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In the world of sweeteners, one of the more unusual flavours comes from Chilean ulmo (OOL-moe) honey. Steven Bodzin went to southern Chile to learn why this honey tastes so good and why it’s so hard to find abroad.
SUPERMARKET, down & under
Here at the Walmart-owned Lider supermarket in Santiago, Chile, I can buy ulmo honey for as much as 4500 pesos, or about 9 dollars, for a little 500-gram tub.
That’s more than four times as much as normal honey. But every now and then, I can’t resist. [AMBI DOWN & OUT] Ulmo honey is one of South America’s great treats. It has a perfumey scent and feels almost like butter in the mouth. I recently wanted to find ulmo honey in production, so I went to the Lakes Region, 1000 kilometers south of Santiago. I started by talking to Rodrigo Mardones, who is the agriculture ministry’s man on the ground in the region.
OFFICE up & under
The bees live in extremely biodiverse native forests. These are forests with a range of species, as many as 200 species of plant in a single acre. That includes trees that offer flowers for honey.
Mardones sent me to Rio Negro, where the government is working with small producers.
GRAVEL ROAD, CAR SOUNDS REMAIN UNDER NARRATION
Lenyvette Arvelo, a government worker and beekeeper, drove me through a steady drizzle. We rolled down gravel roads lined with blackberry bushes. We got to the home of Marisa Andrade, who has 18 bee boxes
We started in, like, 2007. It was because of this class they offered. That started it. I had no idea, I knew nothing about bees.
Ulmo trees are in bloom in the mountains, but constant rains have been keeping the bees indoors. Andrade says she’s worried that there will be little ulmo honey this year, which will keep people from making local recipes like honey cookies and ulmo pisco sours. Since there are no bees in the trees, I ask if I can see them at home in their hive.
BEE HIVE SOUND
Each box produces 35 to 40 kilograms of honey per harvest. Since ulmo can’t be grown in plantations, the few beekeepers like Andrade provide the entire world’s supply of ulmo honey.
BUZZING DOWN & OUT
Harriet Eeles is an Englishwoman who has lived in Chile for 26 years, and has spent much of that time keeping bees and organizing a regional beekeepers cooperative. I caught up with her in the city of Puerto Montt and asked her to describe the flavour of ulmo honey.
The texture is usually very fine. It’s sort of is like fondant in the mouth. crystals are v smooth. The taste however is surprisingly strong and persistent and resembles humid vegetation. It is very much a male taste. our experience is that when people are offered to taste different kinds of honey, the men prefer the ulmo honey, and the women prefer something which is not so strong and persistent in its flavour as the ulmo honey.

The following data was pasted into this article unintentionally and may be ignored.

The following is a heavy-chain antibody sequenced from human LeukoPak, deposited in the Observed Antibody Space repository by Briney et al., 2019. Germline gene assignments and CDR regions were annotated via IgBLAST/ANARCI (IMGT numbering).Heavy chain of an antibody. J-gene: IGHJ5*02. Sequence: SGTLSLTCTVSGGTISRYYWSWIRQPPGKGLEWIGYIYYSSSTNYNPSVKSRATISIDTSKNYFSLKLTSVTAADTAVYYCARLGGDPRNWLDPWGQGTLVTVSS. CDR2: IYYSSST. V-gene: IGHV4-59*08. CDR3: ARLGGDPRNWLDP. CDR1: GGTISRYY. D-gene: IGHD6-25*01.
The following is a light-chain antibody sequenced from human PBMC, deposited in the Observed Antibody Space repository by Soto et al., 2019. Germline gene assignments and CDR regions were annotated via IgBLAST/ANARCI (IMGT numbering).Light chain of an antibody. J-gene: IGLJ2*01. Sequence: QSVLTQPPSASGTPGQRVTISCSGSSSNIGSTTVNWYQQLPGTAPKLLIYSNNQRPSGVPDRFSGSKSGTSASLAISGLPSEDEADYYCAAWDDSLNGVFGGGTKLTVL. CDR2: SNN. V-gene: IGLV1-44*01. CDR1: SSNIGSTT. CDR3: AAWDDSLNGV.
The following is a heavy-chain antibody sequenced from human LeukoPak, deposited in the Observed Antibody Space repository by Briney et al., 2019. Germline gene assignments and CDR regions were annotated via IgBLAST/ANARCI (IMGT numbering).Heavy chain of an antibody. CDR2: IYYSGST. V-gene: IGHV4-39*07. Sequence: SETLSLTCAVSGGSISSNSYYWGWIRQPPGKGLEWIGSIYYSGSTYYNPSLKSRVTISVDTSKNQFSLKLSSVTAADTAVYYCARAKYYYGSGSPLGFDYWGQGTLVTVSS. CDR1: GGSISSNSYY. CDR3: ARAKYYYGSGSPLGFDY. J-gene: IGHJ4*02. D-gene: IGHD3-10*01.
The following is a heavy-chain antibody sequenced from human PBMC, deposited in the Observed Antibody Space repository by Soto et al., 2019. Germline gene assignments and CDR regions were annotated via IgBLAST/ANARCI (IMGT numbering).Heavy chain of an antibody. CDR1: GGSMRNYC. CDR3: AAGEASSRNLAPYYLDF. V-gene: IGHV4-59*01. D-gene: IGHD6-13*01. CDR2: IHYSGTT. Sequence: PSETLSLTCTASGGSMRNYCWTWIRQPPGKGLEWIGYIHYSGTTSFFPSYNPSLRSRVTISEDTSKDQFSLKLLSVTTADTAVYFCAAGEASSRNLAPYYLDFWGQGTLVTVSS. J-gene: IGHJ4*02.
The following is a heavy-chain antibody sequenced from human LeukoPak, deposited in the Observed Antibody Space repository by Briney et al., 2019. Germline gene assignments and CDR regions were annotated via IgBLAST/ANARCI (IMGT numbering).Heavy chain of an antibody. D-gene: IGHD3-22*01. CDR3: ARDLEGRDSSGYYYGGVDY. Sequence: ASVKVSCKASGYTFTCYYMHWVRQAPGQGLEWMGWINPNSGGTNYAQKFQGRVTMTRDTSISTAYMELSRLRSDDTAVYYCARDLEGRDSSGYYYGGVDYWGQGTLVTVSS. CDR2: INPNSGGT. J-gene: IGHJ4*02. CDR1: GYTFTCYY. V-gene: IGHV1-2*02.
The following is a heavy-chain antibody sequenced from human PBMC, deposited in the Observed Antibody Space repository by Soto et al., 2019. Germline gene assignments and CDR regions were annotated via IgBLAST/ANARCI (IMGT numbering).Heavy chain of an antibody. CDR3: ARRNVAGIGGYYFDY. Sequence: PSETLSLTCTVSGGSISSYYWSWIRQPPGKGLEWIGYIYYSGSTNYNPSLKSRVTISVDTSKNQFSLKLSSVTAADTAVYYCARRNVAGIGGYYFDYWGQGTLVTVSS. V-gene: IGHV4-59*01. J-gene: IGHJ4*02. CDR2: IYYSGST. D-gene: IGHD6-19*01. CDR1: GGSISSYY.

For all its pleasures, ulmo honey is almost unavailable in Europe, because Chilean honey is sometimes contaminated with pollen from genetically modified organisms, or GMOs.
There has been a ruling made by the supreme court of justice in Brussels in September of last year, which ruled that pollen has to be considered an ingredient of honey. Therefore, if the origin of the pollen which is present in the honey is GMO, it has to be labeled as such and can only be labeled as such if the total count of GMO pollen doesn’t exceed 0.9% and if the species originating this pollen is a GMO species authorized in Europe for consumption.
Chile doesn’t produce any genetically modified crops for human consumption, but there are fields where companies grow the seeds of genetically modified crops. The problem is that both the location of these fields and the nature of their crops have previously been secret. The honey growers are trying to get that information, so they can secure access to the European market. Longer term, beekeepers and the government are trying to create a denominación de origen for the southern Andes rain forests.
As we have this wonderful world biosphere reserve of the temperate rain forest of the southern andes in our region, it would be a wonderful opportunity to create a denominación de origen for the honeys produced in this reserve. because they are from an area a long long way away from the GMOs, from any kind of industrial production, any kind of agricultural contamination, and absolutely pure, pristine native forest.
For now, if you want ulmo honey, you’ll need to come to Chile. This year’s harvest will start soon and end in April, and the honey should be available for at least a few months. For Monocle, in Puerto Montt, Chile, I’m Steven Bodzin.